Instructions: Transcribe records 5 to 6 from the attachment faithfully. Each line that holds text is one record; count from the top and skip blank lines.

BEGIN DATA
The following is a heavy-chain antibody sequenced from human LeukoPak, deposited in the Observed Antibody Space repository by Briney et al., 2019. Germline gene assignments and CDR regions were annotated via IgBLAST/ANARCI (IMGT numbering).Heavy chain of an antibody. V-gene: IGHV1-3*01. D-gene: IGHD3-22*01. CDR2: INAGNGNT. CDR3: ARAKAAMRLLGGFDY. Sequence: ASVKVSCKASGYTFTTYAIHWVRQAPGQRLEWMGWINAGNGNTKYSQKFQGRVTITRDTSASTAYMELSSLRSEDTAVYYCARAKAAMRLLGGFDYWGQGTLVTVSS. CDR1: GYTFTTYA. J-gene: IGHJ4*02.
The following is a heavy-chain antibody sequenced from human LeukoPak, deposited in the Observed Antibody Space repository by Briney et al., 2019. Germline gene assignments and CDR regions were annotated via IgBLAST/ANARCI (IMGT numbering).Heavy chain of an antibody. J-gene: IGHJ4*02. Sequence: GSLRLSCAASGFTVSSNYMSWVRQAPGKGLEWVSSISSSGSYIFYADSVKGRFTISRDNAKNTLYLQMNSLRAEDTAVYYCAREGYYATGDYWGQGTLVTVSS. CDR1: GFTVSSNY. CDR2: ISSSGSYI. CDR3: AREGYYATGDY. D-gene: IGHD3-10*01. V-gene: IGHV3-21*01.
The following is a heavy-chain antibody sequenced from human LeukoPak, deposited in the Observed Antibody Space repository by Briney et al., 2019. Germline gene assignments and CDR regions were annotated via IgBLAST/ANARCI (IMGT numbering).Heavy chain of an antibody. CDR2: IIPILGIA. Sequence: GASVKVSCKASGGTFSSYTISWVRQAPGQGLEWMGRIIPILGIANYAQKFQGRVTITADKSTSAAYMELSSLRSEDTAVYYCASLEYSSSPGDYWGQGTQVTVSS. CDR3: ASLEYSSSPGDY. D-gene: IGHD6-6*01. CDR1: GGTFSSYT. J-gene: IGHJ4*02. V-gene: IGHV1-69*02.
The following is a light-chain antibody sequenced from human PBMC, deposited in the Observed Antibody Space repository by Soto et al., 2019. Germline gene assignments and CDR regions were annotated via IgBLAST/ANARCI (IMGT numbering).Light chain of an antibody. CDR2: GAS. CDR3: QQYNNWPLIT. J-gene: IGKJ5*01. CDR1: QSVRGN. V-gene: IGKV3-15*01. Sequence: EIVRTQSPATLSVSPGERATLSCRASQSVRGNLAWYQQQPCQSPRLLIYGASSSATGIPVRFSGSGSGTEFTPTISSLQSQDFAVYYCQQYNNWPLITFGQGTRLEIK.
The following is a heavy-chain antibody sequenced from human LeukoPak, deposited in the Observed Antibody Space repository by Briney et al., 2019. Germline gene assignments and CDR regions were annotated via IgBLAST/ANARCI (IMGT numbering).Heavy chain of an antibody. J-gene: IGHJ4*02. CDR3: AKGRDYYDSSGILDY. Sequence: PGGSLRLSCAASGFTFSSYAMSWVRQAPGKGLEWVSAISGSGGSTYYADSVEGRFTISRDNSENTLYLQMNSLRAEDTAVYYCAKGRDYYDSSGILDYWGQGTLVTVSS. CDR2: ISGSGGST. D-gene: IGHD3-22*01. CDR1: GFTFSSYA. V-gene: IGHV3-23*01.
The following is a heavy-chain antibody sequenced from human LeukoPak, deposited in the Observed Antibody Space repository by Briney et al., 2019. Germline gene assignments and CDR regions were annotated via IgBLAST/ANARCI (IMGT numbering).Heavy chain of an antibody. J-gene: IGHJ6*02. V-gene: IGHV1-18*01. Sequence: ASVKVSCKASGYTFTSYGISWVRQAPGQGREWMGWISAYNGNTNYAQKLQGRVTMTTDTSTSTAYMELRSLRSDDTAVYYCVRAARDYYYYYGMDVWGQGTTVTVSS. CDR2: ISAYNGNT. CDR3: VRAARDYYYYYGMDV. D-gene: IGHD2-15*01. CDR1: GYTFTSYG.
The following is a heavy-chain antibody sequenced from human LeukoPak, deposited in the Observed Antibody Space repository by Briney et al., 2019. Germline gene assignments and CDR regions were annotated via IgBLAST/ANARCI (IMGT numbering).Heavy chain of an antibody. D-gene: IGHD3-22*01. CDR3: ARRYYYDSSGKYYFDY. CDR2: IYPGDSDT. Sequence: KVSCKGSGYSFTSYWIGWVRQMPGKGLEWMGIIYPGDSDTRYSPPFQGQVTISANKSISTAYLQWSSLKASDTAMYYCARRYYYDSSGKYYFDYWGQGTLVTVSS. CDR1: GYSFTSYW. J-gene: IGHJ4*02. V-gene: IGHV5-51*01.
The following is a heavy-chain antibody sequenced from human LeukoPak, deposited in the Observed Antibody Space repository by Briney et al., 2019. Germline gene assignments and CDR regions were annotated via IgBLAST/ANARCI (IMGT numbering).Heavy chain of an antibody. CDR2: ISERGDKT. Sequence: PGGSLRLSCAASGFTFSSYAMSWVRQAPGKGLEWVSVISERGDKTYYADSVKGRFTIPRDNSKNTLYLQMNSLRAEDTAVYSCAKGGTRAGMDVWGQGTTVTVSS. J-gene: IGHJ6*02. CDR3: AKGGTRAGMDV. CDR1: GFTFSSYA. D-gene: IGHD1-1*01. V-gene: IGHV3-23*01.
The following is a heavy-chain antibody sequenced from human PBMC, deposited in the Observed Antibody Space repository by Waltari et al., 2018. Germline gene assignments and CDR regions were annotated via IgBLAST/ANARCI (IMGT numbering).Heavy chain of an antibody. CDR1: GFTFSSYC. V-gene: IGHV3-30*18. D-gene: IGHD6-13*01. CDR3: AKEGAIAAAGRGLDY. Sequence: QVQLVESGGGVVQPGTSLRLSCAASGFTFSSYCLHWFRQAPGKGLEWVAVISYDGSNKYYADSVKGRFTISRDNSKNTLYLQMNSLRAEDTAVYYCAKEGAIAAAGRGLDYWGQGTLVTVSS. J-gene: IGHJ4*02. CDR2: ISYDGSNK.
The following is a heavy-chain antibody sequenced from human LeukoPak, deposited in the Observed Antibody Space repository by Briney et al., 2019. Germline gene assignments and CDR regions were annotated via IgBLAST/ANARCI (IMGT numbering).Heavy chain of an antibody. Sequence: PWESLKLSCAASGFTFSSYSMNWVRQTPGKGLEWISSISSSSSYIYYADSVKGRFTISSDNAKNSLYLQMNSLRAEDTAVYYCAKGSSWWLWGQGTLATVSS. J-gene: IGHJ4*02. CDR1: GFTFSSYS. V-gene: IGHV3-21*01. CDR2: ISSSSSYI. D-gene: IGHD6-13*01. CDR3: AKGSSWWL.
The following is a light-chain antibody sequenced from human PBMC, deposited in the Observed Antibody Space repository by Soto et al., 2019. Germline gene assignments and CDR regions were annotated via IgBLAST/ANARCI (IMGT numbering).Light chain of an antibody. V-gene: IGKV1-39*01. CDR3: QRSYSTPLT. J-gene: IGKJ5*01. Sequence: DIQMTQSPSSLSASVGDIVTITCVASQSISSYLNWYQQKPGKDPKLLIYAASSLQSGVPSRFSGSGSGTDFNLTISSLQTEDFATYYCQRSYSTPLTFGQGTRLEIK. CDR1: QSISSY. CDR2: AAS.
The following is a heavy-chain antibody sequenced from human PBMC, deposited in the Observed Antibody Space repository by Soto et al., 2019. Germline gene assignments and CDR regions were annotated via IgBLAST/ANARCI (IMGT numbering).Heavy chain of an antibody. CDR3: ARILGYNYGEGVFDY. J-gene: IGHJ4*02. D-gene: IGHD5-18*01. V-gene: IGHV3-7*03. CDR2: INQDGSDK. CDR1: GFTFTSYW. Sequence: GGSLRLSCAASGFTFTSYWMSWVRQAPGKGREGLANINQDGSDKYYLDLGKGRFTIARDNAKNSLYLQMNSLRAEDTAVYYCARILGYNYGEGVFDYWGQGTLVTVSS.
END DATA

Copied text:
The following is a heavy-chain antibody sequenced from human LeukoPak, deposited in the Observed Antibody Space repository by Briney et al., 2019. Germline gene assignments and CDR regions were annotated via IgBLAST/ANARCI (IMGT numbering).Heavy chain of an antibody. J-gene: IGHJ4*02. CDR3: AKGRDYYDSSGILDY. Sequence: PGGSLRLSCAASGFTFSSYAMSWVRQAPGKGLEWVSAISGSGGSTYYADSVEGRFTISRDNSENTLYLQMNSLRAEDTAVYYCAKGRDYYDSSGILDYWGQGTLVTVSS. CDR2: ISGSGGST. D-gene: IGHD3-22*01. CDR1: GFTFSSYA. V-gene: IGHV3-23*01.
The following is a heavy-chain antibody sequenced from human LeukoPak, deposited in the Observed Antibody Space repository by Briney et al., 2019. Germline gene assignments and CDR regions were annotated via IgBLAST/ANARCI (IMGT numbering).Heavy chain of an antibody. J-gene: IGHJ6*02. V-gene: IGHV1-18*01. Sequence: ASVKVSCKASGYTFTSYGISWVRQAPGQGREWMGWISAYNGNTNYAQKLQGRVTMTTDTSTSTAYMELRSLRSDDTAVYYCVRAARDYYYYYGMDVWGQGTTVTVSS. CDR2: ISAYNGNT. CDR3: VRAARDYYYYYGMDV. D-gene: IGHD2-15*01. CDR1: GYTFTSYG.